For most churches, the choice of insurance involves little consideration and is based almost entirely on price, or in some cases on familiarity with an insurance agent who attends the church. Churches can and should do better. The choice of insurance should be the result of an intentional and rational process, and this can be facilitated through the use of an insurance committee.
The Bible says that "there is safety in having many advisers" (, NIV). A church is almost always better served when a committee of three or more members explores and recommends insurance coverage options. This is especially true when members of the committee reflect business and financial expertise. The committee makes its recommendations to the governing group, such as the board or congregation, which then makes the final decisions.
Here are five important tasks any insurance committee should perform:
1. Choose an insurance company
One of the main tasks of an insurance committee is to select an insurer. The committee should obtain quotes from two or three insurers. A final decision should be made on the basis of several factors, including but not limited to cost. It is often helpful to deal with an insurer that specializes in the church market.
If an insurance agent or broker is a member of your congregation, feel free to consider this person for the committee. But, be aware of a potential conflict of interest if the person is a member of the church board. Even if not a board member, be wary of doing business with this person's company since this may not be the best option when viewed objectively.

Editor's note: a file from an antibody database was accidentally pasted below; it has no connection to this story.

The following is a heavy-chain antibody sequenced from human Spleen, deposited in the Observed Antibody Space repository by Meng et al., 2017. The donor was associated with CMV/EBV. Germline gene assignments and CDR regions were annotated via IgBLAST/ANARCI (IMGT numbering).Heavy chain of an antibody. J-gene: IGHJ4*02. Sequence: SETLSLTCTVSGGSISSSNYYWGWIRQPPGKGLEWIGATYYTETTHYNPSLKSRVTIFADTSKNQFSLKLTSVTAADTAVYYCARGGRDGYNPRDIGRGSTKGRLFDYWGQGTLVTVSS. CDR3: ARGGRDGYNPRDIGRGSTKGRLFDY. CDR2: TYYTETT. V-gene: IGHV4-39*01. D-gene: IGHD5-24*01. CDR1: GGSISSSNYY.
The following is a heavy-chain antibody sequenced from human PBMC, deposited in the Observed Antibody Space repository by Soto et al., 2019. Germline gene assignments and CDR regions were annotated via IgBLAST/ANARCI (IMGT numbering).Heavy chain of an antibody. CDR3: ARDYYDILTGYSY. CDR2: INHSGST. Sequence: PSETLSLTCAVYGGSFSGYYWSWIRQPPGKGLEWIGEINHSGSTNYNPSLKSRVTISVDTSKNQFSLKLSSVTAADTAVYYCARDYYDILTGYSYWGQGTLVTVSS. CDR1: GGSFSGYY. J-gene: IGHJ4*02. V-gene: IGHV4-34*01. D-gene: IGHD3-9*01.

2. Identify risks to insure
Another valuable function of an insurance committee is to identify risks to insure. If one or more committee members are on the church board, they will be familiar with the full extent of the church's programs and activities and be able to provide invaluable input for selecting coverages. When evaluating risk coverage, here are some valuable tasks an insurance committee can perform:
• Check to see if unique items, such as stained glass windows, pipe organs, handbells, artwork, and sound equipment, require special "endorsements."
• Obtain appraisals of unique items to be sure they are adequately insured.
• Conduct periodic inventories of property to prove claims in the event of loss or destruction.
• Check to see if coverage is limited to the market value of damaged or destroyed property. If so, consider obtaining replacement cost coverage.
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